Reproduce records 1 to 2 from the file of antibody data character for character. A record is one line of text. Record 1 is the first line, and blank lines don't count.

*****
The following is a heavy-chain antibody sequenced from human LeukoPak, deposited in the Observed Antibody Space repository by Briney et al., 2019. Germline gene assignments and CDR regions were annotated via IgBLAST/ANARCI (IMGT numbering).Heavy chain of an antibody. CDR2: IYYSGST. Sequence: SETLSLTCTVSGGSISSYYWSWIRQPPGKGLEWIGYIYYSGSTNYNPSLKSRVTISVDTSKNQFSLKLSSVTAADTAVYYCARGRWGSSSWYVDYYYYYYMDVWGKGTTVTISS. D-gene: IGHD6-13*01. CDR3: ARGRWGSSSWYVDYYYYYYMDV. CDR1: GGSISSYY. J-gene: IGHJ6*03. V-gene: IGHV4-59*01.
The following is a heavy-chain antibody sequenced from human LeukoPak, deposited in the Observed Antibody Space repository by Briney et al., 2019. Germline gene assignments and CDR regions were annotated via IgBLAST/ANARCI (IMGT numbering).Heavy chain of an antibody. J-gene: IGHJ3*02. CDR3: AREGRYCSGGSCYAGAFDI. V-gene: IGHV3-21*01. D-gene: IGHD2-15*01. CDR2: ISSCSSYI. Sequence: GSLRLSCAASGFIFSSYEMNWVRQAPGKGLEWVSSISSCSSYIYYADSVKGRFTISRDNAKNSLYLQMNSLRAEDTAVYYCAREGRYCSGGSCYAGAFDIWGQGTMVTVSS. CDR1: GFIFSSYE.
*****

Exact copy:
The following is a heavy-chain antibody sequenced from human LeukoPak, deposited in the Observed Antibody Space repository by Briney et al., 2019. Germline gene assignments and CDR regions were annotated via IgBLAST/ANARCI (IMGT numbering).Heavy chain of an antibody. CDR2: IYYSGST. Sequence: SETLSLTCTVSGGSISSYYWSWIRQPPGKGLEWIGYIYYSGSTNYNPSLKSRVTISVDTSKNQFSLKLSSVTAADTAVYYCARGRWGSSSWYVDYYYYYYMDVWGKGTTVTISS. D-gene: IGHD6-13*01. CDR3: ARGRWGSSSWYVDYYYYYYMDV. CDR1: GGSISSYY. J-gene: IGHJ6*03. V-gene: IGHV4-59*01.
The following is a heavy-chain antibody sequenced from human LeukoPak, deposited in the Observed Antibody Space repository by Briney et al., 2019. Germline gene assignments and CDR regions were annotated via IgBLAST/ANARCI (IMGT numbering).Heavy chain of an antibody. J-gene: IGHJ3*02. CDR3: AREGRYCSGGSCYAGAFDI. V-gene: IGHV3-21*01. D-gene: IGHD2-15*01. CDR2: ISSCSSYI. Sequence: GSLRLSCAASGFIFSSYEMNWVRQAPGKGLEWVSSISSCSSYIYYADSVKGRFTISRDNAKNSLYLQMNSLRAEDTAVYYCAREGRYCSGGSCYAGAFDIWGQGTMVTVSS. CDR1: GFIFSSYE.